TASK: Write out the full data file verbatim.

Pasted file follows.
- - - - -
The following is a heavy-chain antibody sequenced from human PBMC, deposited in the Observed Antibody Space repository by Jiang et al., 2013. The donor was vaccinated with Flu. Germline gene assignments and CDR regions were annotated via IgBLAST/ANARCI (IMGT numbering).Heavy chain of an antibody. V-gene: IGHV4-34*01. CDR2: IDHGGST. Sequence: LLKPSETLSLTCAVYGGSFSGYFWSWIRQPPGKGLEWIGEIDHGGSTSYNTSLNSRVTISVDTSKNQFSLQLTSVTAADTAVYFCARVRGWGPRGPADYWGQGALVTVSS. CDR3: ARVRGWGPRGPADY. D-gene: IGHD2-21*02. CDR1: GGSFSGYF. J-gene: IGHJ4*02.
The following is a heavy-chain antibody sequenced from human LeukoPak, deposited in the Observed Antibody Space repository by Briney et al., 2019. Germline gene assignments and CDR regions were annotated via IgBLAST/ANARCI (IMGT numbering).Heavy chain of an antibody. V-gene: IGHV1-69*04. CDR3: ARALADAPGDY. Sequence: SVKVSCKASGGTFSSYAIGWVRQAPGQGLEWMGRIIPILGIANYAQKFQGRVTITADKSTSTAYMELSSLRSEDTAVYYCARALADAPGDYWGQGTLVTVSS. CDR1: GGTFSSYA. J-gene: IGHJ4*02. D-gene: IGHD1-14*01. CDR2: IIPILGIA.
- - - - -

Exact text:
The following is a heavy-chain antibody sequenced from human PBMC, deposited in the Observed Antibody Space repository by Jiang et al., 2013. The donor was vaccinated with Flu. Germline gene assignments and CDR regions were annotated via IgBLAST/ANARCI (IMGT numbering).Heavy chain of an antibody. V-gene: IGHV4-34*01. CDR2: IDHGGST. Sequence: LLKPSETLSLTCAVYGGSFSGYFWSWIRQPPGKGLEWIGEIDHGGSTSYNTSLNSRVTISVDTSKNQFSLQLTSVTAADTAVYFCARVRGWGPRGPADYWGQGALVTVSS. CDR3: ARVRGWGPRGPADY. D-gene: IGHD2-21*02. CDR1: GGSFSGYF. J-gene: IGHJ4*02.
The following is a heavy-chain antibody sequenced from human LeukoPak, deposited in the Observed Antibody Space repository by Briney et al., 2019. Germline gene assignments and CDR regions were annotated via IgBLAST/ANARCI (IMGT numbering).Heavy chain of an antibody. V-gene: IGHV1-69*04. CDR3: ARALADAPGDY. Sequence: SVKVSCKASGGTFSSYAIGWVRQAPGQGLEWMGRIIPILGIANYAQKFQGRVTITADKSTSTAYMELSSLRSEDTAVYYCARALADAPGDYWGQGTLVTVSS. CDR1: GGTFSSYA. J-gene: IGHJ4*02. D-gene: IGHD1-14*01. CDR2: IIPILGIA.